Post date: 
Monday, 2 October 2017
Frank Cottrell-Boyce

Frank Cottrell-Boyce has been a screenwriter on Coronation Street, written films for Danny Boyle and Michael Winterbottom, and even scripted the opening ceremony for the London 2012 Olympics – but first and foremost, he regards himself as a writer of children’s stories. He talked to Red Szell, RNIB Connect Radio presenter, about some of the books of his life.

What book inspired you to become a writer as a child?

I first read ‘Where the Wild Things Are’ by Maurice Bernard Sendak when I was very little. The book completely made me, but not quite in a way that you might think. After I read the library’s copy, I didn’t see the book again for years so, crazily, I thought I dreamt the story. I went around with the story in my head, thinking I’d made it up. When I was old enough, I told myself I’d write it and be really famous. I had a big opinion of myself because I’d spent years thinking I was a genius. 

What was your favourite rainy day book that you’d curl up with on the sofa?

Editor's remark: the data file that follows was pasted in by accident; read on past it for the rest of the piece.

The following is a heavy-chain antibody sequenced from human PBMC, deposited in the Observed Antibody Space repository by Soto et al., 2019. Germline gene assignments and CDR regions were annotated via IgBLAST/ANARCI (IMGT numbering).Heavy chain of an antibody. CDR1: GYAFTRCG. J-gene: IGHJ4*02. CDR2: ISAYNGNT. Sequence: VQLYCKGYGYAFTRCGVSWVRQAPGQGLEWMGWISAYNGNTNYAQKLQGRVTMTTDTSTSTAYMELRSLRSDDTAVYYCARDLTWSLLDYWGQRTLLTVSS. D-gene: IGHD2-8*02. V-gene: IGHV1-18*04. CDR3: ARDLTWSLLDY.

That would be ‘The Wizard of Earthsea’ by Ursula Le Guin. I first read it when I was off school sick. I was tucked up in bed and the rain was pouring down outside. It’s a book about a school for wizards, but there’s something really strange about it. I really believed the magic in the book and the hero of the story was amazing. If I dip into that book, I’m happy.

And, finally, what book have you read recently that you’d like to share with the Connect community?

I think it would be ‘Landmarks’ by Robert Macfarlane, which is about the English countryside. An important aspect of the book is the words used to describe things. It’s almost like a dictionary of local or lost words for things that you don’t notice, but because you’ve got a word for it, you start to notice them. In a similar way, it’s a kind of a magic book because these words are like spells.

One word that’s stuck in my head and that I have used a lot since reading the book is 'smurve', which means the little tunnel that badgers make when they walk through the undergrowth and you can see where they’ve walked.

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